There is no reason to give the slightest a priori credence to the claims made in the Times article, which conforms to a pattern of trial-by-media that has been “perfected” since the launching of the #MeToo witch-hunt in October 2017. Bailey has never been charged with or convicted of a crime. None of the alleged incidents were ever reported to the authorities.

Astonishingly, on the basis of these unsubstantiated assertions, Norton, in the Times’ gleeful phrase on April 21, “took swift and unusual action.” The publishing firm first revealed that it had stopped a 10,000-copy second printing scheduled for early May. Now, Norton has gone one infamous step farther.

Bailey has labeled the allegations “categorically false and libelous.” In response to Norton’s latest announcement, his lawyer condemned the publisher’s “drastic, unilateral decision … based on the false and unsubstantiated allegations against him, without undertaking any investigation or offering Mr Bailey the opportunity to refute the allegations.”

There is an unreal element to the campaign against Bailey’s book. No one argues the biography contains falsehoods or that the author plagiarized another’s work. On the contrary, even hostile reviews acknowledge the book’s thoroughness. No, the biographer has fallen foul of a dubious “morals charge.”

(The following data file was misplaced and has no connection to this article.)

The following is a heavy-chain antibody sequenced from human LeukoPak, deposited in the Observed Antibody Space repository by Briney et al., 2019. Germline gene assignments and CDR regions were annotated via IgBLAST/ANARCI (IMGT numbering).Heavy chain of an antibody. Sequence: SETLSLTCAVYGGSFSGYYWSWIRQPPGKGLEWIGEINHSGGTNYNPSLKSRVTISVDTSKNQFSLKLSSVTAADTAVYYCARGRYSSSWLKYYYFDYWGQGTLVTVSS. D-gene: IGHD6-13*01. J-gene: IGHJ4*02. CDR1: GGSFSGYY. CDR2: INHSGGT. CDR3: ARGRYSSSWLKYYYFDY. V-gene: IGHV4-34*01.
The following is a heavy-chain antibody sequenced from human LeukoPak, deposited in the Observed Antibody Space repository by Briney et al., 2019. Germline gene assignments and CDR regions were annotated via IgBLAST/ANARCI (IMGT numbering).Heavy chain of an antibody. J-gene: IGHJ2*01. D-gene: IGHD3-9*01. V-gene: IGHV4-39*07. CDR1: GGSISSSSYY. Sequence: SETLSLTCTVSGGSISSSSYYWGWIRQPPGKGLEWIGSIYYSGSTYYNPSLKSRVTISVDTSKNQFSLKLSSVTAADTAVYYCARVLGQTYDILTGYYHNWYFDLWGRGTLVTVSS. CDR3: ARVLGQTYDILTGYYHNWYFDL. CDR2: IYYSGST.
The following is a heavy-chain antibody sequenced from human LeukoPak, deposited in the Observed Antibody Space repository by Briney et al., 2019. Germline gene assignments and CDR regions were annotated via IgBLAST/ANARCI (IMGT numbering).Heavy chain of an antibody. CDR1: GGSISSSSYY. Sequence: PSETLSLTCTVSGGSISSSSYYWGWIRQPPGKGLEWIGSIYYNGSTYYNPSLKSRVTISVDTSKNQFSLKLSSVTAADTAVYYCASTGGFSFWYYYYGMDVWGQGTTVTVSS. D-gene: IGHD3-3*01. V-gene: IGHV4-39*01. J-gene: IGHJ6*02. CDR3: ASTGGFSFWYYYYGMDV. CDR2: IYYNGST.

The National Coalition Against Censorship simply repeated an elementary truth, although an imperiled one, when it pointed out, in opposing Norton’s decision, that books “must be judged on their content. Many of literature’s celebrated authors led troubled—and troubling—lives. While a writer’s own biography can certainly impact our interpretation and analysis of their work, the reading public must be allowed to make their own decisions about what to read.”

French author Jean Genet’s “criminality” was embedded in the very title of one of his most important works, The Thief’s Journal (1949), which remains widely and deservedly read. No one has yet suggested that the remarkable novel by another French writer, Louis-Ferdinand Céline, Journey to the End of the Night (1932), should be destroyed because the author later became a pro-Nazi anti-Semite.